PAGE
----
Proximity of parking locations to highways and shippers is a valuable body of information, but does not need to be documented separately because it can be calculated, derived, displayed and measured through a combination of other data resources that are either readily available (e.g., the geo-referenced data layer for the NHS and public/private parking facility locations) or are listed elsewhere in this section as recommended metrics (e.g., industrial parcels, employment for truck-intensive industries on a municipal or parcel level).

Reported hours-of-service violations may be an indicator of truck parking in an area that is either insufficient in quantity or inadequate by some other standard (poor location, real or perceived safety risk, etc.) for trucking operators. Violation records from law enforcement are usually readily available, but there is a data collection element to this metric because staffing levels and other factors among law enforcement departments from different States are likely to introduce a degree of inconsistency between reported and actual violations in a given State.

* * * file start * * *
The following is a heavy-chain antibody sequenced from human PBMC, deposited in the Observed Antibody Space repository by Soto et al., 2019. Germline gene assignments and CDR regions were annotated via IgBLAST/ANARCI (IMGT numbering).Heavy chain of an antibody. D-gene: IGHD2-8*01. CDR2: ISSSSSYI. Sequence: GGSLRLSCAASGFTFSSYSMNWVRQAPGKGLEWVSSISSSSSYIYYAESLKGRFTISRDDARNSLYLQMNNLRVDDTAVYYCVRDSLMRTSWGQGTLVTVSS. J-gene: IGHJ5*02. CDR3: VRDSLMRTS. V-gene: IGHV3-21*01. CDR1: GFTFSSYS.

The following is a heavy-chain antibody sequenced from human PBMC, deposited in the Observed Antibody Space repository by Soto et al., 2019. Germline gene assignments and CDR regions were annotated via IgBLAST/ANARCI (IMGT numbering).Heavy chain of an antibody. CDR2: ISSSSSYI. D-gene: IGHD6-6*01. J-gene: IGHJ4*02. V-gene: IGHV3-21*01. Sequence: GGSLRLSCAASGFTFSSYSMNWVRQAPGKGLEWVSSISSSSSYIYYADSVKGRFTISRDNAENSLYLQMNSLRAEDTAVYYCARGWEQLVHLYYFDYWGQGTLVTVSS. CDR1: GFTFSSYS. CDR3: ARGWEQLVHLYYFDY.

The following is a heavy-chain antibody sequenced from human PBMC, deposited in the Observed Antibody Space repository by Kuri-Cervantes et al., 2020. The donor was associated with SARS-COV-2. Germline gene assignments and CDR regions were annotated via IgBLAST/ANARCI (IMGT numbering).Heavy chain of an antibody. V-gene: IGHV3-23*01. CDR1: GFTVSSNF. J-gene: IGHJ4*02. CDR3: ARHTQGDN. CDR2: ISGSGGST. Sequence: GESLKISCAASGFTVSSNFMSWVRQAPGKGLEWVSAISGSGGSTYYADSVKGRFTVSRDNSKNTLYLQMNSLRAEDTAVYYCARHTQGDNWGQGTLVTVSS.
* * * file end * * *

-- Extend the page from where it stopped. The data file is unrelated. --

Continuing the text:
Fatigue-related crashes involving trucks are not necessarily indicative of a parking problem, but on broad geographic scales and over long periods of time the changes in these crash rates may be reasonably used as a symptom of the problem as it pertains to motor vehicle safety.

The documentation of amenities by location complements the parking needs by driver type and industry sector metric in that it reflects services, infrastructure, and driver amenities beyond truck parking spaces at public rest facilities and private commercial establishments. This metric relates to the ability of these facilities to meet driver needs rather than measuring driver needs directly. The collection of this type of information would typically require extensive periodic data collection and inventories of existing facilities, but much of the information is available through proprietary third-party resources such as the 2015 Trucker’s Friend database discussed in Section II.